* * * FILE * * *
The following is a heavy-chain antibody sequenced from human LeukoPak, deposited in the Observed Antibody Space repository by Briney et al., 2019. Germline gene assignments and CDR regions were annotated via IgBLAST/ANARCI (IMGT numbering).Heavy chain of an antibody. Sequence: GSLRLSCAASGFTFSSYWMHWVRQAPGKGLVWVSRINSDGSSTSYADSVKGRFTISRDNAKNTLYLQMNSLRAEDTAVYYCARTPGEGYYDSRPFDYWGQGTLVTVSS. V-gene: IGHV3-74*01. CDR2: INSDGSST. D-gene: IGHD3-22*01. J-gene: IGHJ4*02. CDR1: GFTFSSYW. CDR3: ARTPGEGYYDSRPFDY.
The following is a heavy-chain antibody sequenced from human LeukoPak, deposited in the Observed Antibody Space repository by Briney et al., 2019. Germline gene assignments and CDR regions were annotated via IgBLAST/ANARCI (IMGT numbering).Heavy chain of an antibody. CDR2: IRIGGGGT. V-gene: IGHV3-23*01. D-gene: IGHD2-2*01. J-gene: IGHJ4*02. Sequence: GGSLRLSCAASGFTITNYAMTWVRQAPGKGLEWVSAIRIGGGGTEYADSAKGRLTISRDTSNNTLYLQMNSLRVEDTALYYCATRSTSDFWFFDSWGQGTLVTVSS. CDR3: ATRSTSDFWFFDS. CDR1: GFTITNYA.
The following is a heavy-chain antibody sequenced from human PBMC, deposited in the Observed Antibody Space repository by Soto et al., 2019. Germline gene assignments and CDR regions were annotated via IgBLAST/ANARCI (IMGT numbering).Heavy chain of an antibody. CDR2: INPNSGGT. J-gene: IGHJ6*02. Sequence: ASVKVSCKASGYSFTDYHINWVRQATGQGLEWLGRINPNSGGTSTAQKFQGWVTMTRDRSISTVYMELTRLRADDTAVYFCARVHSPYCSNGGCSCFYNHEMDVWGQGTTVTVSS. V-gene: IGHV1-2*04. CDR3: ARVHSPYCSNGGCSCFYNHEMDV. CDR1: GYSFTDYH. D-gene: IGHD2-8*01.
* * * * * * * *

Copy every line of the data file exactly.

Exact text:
The following is a heavy-chain antibody sequenced from human LeukoPak, deposited in the Observed Antibody Space repository by Briney et al., 2019. Germline gene assignments and CDR regions were annotated via IgBLAST/ANARCI (IMGT numbering).Heavy chain of an antibody. Sequence: GSLRLSCAASGFTFSSYWMHWVRQAPGKGLVWVSRINSDGSSTSYADSVKGRFTISRDNAKNTLYLQMNSLRAEDTAVYYCARTPGEGYYDSRPFDYWGQGTLVTVSS. V-gene: IGHV3-74*01. CDR2: INSDGSST. D-gene: IGHD3-22*01. J-gene: IGHJ4*02. CDR1: GFTFSSYW. CDR3: ARTPGEGYYDSRPFDY.
The following is a heavy-chain antibody sequenced from human LeukoPak, deposited in the Observed Antibody Space repository by Briney et al., 2019. Germline gene assignments and CDR regions were annotated via IgBLAST/ANARCI (IMGT numbering).Heavy chain of an antibody. CDR2: IRIGGGGT. V-gene: IGHV3-23*01. D-gene: IGHD2-2*01. J-gene: IGHJ4*02. Sequence: GGSLRLSCAASGFTITNYAMTWVRQAPGKGLEWVSAIRIGGGGTEYADSAKGRLTISRDTSNNTLYLQMNSLRVEDTALYYCATRSTSDFWFFDSWGQGTLVTVSS. CDR3: ATRSTSDFWFFDS. CDR1: GFTITNYA.
The following is a heavy-chain antibody sequenced from human PBMC, deposited in the Observed Antibody Space repository by Soto et al., 2019. Germline gene assignments and CDR regions were annotated via IgBLAST/ANARCI (IMGT numbering).Heavy chain of an antibody. CDR2: INPNSGGT. J-gene: IGHJ6*02. Sequence: ASVKVSCKASGYSFTDYHINWVRQATGQGLEWLGRINPNSGGTSTAQKFQGWVTMTRDRSISTVYMELTRLRADDTAVYFCARVHSPYCSNGGCSCFYNHEMDVWGQGTTVTVSS. V-gene: IGHV1-2*04. CDR3: ARVHSPYCSNGGCSCFYNHEMDV. CDR1: GYSFTDYH. D-gene: IGHD2-8*01.